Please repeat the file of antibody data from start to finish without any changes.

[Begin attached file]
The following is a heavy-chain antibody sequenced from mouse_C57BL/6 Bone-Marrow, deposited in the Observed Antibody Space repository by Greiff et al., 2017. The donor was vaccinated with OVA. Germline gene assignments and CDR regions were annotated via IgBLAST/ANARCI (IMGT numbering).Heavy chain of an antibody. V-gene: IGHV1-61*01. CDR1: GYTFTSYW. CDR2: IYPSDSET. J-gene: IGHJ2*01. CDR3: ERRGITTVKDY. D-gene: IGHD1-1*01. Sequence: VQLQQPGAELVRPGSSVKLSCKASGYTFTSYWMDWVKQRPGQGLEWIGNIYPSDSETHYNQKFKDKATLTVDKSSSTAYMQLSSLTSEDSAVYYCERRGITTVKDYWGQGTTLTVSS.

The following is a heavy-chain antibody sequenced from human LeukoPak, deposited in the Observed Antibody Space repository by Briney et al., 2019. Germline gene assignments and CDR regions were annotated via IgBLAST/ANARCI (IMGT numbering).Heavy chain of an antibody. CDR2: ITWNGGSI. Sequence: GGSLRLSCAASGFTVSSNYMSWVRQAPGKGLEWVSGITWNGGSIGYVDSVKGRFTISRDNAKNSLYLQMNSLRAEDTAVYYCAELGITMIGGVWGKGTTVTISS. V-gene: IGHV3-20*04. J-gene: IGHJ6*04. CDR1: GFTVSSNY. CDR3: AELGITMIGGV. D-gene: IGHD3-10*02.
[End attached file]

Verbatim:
The following is a heavy-chain antibody sequenced from mouse_C57BL/6 Bone-Marrow, deposited in the Observed Antibody Space repository by Greiff et al., 2017. The donor was vaccinated with OVA. Germline gene assignments and CDR regions were annotated via IgBLAST/ANARCI (IMGT numbering).Heavy chain of an antibody. V-gene: IGHV1-61*01. CDR1: GYTFTSYW. CDR2: IYPSDSET. J-gene: IGHJ2*01. CDR3: ERRGITTVKDY. D-gene: IGHD1-1*01. Sequence: VQLQQPGAELVRPGSSVKLSCKASGYTFTSYWMDWVKQRPGQGLEWIGNIYPSDSETHYNQKFKDKATLTVDKSSSTAYMQLSSLTSEDSAVYYCERRGITTVKDYWGQGTTLTVSS.

The following is a heavy-chain antibody sequenced from human LeukoPak, deposited in the Observed Antibody Space repository by Briney et al., 2019. Germline gene assignments and CDR regions were annotated via IgBLAST/ANARCI (IMGT numbering).Heavy chain of an antibody. CDR2: ITWNGGSI. Sequence: GGSLRLSCAASGFTVSSNYMSWVRQAPGKGLEWVSGITWNGGSIGYVDSVKGRFTISRDNAKNSLYLQMNSLRAEDTAVYYCAELGITMIGGVWGKGTTVTISS. V-gene: IGHV3-20*04. J-gene: IGHJ6*04. CDR1: GFTVSSNY. CDR3: AELGITMIGGV. D-gene: IGHD3-10*02.